Today, Steel Market Update adjusted our flat rolled Price Momentum Indicator to Neutral. We are of the opinion, based on intelligence we are gleaning from steel buyers, that steel prices are in transition. We no longer believe prices on hot rolled, cold rolled, galvanized and Galvalume will decline over the next 30 days. However, a “neutral” indicator means prices could fluctuate up or down as the market adjusts to the strength of the domestic order books and the amount of supply available.
On Tuesday, Steel Market Update adjusted our flat rolled indices lower as buyers advised of deals being made late last week on most products. Benchmark hot rolled dropped $20 per ton with prices averaging $460 per ton ($23.00/cwt) FOB domestic mill.
The tone of the flat rolled steel markets began to change earlier this week. Steel buyers have been telling Steel Market Update the special deals being cut by the domestic mills last week have evaporated. The lowest hot rolled numbers being quoted are in the $450-460 per ton range and go as high as $500 per ton.
One large hot rolled service center told SMU this afternoon that Nucor and North Star Bluescope have pulled open quotes off the table. He said he had placed “sub $440” hot rolled last week, “…and we can’t get that anymore.”
A steel buyer in Texas told SMU that Nucor and Big River Steel were holding hot rolled at $480 and $500 per ton this week for small tons. The reason for the higher prices from both mills was because “…their order books have pushed out.”
With the Canadian mills being a non-factor in the U.S. markets, and with U.S. Steel, AK Steel (Cleveland-Cliffs) and ArcelorMittal all taking blast furnaces and other production equipment offline (including most recently the hot strip mill at AK Dearborn), the mills have done an excellent job of controlling supply.
A large northern-based service center told SMU, “It is quite impressive what they’ve [steel mills] done, keeping supply in line with demand.”
Order books have not collapsed at the domestic mills. A steel buyer sent us Steel Dynamics lead times today, which indicate the Butler facility is “inquire” on most products, while the Columbus mill is in late May (week of May 25th).
We have heard from multiple steel buyers that Nucor and ArcelorMittal are taking hot rolled prices higher. We heard of a possible Nucor announcement of $40 per ton. ArcelorMittal is being referenced as wanting a minimum base HRC number of $500 per ton ($25.00/cwt).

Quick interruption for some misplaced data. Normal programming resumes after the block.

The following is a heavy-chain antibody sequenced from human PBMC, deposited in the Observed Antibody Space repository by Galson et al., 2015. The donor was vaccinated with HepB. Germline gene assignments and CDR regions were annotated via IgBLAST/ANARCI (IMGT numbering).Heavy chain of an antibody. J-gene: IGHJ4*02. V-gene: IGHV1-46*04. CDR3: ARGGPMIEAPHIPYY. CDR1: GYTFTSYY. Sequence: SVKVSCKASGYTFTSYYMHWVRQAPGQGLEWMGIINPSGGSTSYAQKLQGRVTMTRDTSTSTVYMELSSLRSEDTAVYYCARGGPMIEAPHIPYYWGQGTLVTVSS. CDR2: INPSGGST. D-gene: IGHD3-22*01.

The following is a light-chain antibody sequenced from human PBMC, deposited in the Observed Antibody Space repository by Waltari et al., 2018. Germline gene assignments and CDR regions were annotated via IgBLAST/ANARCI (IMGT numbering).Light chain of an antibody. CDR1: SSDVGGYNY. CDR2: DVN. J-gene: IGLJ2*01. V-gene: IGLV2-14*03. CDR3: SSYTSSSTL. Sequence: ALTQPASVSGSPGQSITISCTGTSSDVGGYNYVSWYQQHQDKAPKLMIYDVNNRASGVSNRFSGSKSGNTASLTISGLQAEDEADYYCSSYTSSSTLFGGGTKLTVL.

A $500 per ton number would relate to approximately a $40 per ton price increase above the SMU index average on HRC of $460 per ton.
SMU NOTE: After this article was posted, ArcelorMittal began advising their customers of new minimum base prices: hot rolled @ $500 per ton, cold rolled and coated @ $700 per ton.
Outstanding Questions – What is Demand? Where are Inventories?
There are two outstanding questions that need to be answered before the mills can force prices higher: Where is demand? And how many months of supply do the service centers have on hand?
SMU is working on getting answers to both of those questions.
Regarding demand, our conversations with service centers indicate that business for some in the month of April is not as bad as expected.
This afternoon we spoke with an automotive-related service center who told us dealer sales of new cars were not as bad as projected during the month of April. According to their industry forecast, they have the auto companies only producing a minimal number of cars during the month of May. However, they have the plants coming back to more normal levels in June and then being at pre-COVID-19 levels in July and through the balance of the year. The number of total automobiles and light trucks produced would be less than the 16 million originally anticipated, probably at a 14 million run rate for the year. But, remember, there are almost three months of little to no production included in that run rate.
A second service center was more optimistic this week than when we last spoke with them two weeks ago. They have no exposure to the automotive market, and they reported higher inventories than in the prior month. They also reported a couple of their major customers pulling more tons than anticipated. They are also seeing customers asking to buy more tons at the current price levels (the assumption being buyers recognize we are at lows not seen too often, and they recognize opportunities).
One Galvalume buyer told us their sales for March set a record for the company, and it appears April will break the March single-month record.
Inventories may not be as desperate as many thought going into the unknowns surrounding the pandemic. One service center executive told us his inventories were running about 3.5 months of supply, but he thought they would be much worse when the month began.
SMU will be reaching out tomorrow to our service center data providers to see where inventories, shipments, inbound orders, etc. are for the industry. We will have our “flash” report out to data providers next week. We will have our full analysis available to Premium members by no later than the 15th of the month.
Earlier this week the head of commercial for a steel mill told SMU, “For the record, I am not advocating a price increase. Just a likelihood that mills may stop chasing an ever lower number and are more satisfied with what they are getting and realize that the market may be close to balance relative to the capacity that is [operating] and the situation with scrap and other clean metallics.”
The expectation is for ferrous scrap prices to increase for May, which places a strain on the minimill margins at numbers below $450 per ton.
SMU will continue to closely monitor steel prices and will report on changes as they occur.
John PackardRead more from John Packard
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